Balancing the pros and cons of shutting down or limiting a bulk of the state's economy in response to the initial wave of the coronavirus pandemic may be debated forever, but Minnesota heath officials made clear Wednesday that while the decisions they made took a toll on society, it definitely saved lives.
"When prevention works, folks tend to not appreciate the value of having done it," said Minnesota Department of Health (MDH) Commissioner Jan Malcolm.
Malcolm's answer was in response to a question about Minnesota not yet coming close to nearing ICU bed capacity, nor the surge capacity created at temporary care facilities that were planned for throughout the state.
Health officials have long estimated that the peak of the current wave of the pandemic would arrive sometime between now and early August, though the unpredictability of the virus' behavior has made it nearly impossible to say for certain what will happen in the coming days, weeks and months.
"I think it's too early to say have we peaked and therefore we overshot our preparation. We don't know that we peaked. It's highly possible that we could see the pattern shift again and the cases continue to grow, and even if we are at a sustained plateau for a while, or if cases come down ... that doesn't mean that we won't see a resurgence in the fall and winter," said Malcolm.
"In fact, that's a very possible scenario that we have to be prepared for."
A worst-case scenario feared by the University of Minnesota's Dr. Michael Osterholm is the disease falling off during the summer only to come back with vengeance in the fall and winter, similar to the behavior of the 1918 influenza pandemic.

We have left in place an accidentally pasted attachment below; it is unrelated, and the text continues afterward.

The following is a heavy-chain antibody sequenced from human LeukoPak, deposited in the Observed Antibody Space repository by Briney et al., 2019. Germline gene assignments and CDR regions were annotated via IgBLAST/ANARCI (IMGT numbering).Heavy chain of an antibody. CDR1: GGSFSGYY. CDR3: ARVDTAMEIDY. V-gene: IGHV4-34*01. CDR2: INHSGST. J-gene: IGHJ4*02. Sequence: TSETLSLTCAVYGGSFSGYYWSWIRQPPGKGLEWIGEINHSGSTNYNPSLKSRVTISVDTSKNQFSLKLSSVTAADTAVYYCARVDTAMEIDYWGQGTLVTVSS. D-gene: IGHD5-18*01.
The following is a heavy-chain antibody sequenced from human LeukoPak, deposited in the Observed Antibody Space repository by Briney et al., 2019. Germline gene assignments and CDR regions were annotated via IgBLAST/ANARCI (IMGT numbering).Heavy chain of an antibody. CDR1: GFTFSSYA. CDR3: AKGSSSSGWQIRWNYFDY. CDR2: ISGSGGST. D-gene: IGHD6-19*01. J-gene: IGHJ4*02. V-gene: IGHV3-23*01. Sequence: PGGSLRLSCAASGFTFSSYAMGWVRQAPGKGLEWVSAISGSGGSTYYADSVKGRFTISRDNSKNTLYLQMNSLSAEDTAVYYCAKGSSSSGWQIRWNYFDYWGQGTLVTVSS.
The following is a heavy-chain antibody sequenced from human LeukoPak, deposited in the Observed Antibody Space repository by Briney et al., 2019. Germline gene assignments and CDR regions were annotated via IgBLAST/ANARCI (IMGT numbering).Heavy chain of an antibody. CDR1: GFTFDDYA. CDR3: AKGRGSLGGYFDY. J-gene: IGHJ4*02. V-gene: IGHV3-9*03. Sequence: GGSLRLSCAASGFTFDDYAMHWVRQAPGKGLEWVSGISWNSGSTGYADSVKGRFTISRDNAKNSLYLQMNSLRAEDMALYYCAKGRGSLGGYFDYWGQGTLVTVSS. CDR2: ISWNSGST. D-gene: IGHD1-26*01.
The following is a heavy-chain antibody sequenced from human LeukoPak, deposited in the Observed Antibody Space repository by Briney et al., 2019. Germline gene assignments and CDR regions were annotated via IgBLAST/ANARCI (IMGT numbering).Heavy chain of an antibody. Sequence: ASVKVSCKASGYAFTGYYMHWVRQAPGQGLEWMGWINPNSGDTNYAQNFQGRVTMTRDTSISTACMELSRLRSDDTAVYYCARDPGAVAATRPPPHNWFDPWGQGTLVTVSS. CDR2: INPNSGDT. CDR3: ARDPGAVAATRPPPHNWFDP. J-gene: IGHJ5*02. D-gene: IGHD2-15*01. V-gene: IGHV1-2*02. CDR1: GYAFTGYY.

"This would be the worst thing that could happen," Osterholm said in an interview with WCCO Radio in late May. "Given previous influenza pandemics, and this not an influenza virus so we don't know for certain it will act like that, but if it did, by far the second wave was the worst one of each of the pandemics."
He said a second wave in late summer or early fall that lasts 3-4 months "could make everything we've experienced so far seem mild."
Regardless of the severity of any future ballooning of the outbreak, the pandemic has been expected to come in waves until herd immunity is achieved or a widely available vaccine is created.
"There's no question that the prep has been important and useful," explained Malcolm. "When and how we end up deploying it is yet to be seen, but we will be far better prepared for what comes next."
Health officials continue to have a watchful eye on the state's hospital bed capacity, namely the beds available in intensive care units. As of the June 10, the statewide ICU capacity is 2,199 beds, 1,075 of which are currently in use. But only 193 of the in-use ICU beds are COVID-19 patients.
All in all, the first wave of the outbreak has not pushed all Minnesota hospitals to the brink of being filled, though some in the Twin Cities have had to utilize surge capacity.
But what seems like overkill now may be a blessing of sorts in the future, when Minnesota is dealing with both COVID-19 and an annual influenza outbreak.
"We had our first case in March, then we moved quickly to a stay-at-home order which basically eliminated our influenza activity," Kris Ehresmann of the MDH said of the recent months with COVID-19. "Coming into the fall, we're going to really be pushing for influenza vaccination, but we'll likely have concurrent COVID and influenza which will push greater demand on our healthcare."
"We're not done with COVID yet," Ehresmann added.